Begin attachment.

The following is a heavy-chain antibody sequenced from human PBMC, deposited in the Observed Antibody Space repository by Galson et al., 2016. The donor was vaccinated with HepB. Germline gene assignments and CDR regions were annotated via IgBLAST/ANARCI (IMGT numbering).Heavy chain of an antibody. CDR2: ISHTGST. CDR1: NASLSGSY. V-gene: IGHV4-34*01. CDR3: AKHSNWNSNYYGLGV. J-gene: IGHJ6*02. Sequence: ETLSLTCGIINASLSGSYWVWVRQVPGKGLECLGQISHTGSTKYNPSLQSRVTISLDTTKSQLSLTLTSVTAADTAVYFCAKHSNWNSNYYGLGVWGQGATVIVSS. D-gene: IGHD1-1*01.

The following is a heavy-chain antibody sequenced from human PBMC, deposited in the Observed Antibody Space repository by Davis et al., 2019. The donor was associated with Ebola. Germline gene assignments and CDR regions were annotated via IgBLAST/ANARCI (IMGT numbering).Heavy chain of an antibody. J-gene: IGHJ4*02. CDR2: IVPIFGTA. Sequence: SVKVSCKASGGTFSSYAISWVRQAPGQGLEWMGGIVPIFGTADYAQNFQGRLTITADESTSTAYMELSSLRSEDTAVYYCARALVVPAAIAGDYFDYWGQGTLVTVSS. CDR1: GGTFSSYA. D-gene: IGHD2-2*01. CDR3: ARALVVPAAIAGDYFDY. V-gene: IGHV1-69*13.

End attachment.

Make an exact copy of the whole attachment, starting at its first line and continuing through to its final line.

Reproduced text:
The following is a heavy-chain antibody sequenced from human PBMC, deposited in the Observed Antibody Space repository by Galson et al., 2016. The donor was vaccinated with HepB. Germline gene assignments and CDR regions were annotated via IgBLAST/ANARCI (IMGT numbering).Heavy chain of an antibody. CDR2: ISHTGST. CDR1: NASLSGSY. V-gene: IGHV4-34*01. CDR3: AKHSNWNSNYYGLGV. J-gene: IGHJ6*02. Sequence: ETLSLTCGIINASLSGSYWVWVRQVPGKGLECLGQISHTGSTKYNPSLQSRVTISLDTTKSQLSLTLTSVTAADTAVYFCAKHSNWNSNYYGLGVWGQGATVIVSS. D-gene: IGHD1-1*01.

The following is a heavy-chain antibody sequenced from human PBMC, deposited in the Observed Antibody Space repository by Davis et al., 2019. The donor was associated with Ebola. Germline gene assignments and CDR regions were annotated via IgBLAST/ANARCI (IMGT numbering).Heavy chain of an antibody. J-gene: IGHJ4*02. CDR2: IVPIFGTA. Sequence: SVKVSCKASGGTFSSYAISWVRQAPGQGLEWMGGIVPIFGTADYAQNFQGRLTITADESTSTAYMELSSLRSEDTAVYYCARALVVPAAIAGDYFDYWGQGTLVTVSS. CDR1: GGTFSSYA. D-gene: IGHD2-2*01. CDR3: ARALVVPAAIAGDYFDY. V-gene: IGHV1-69*13.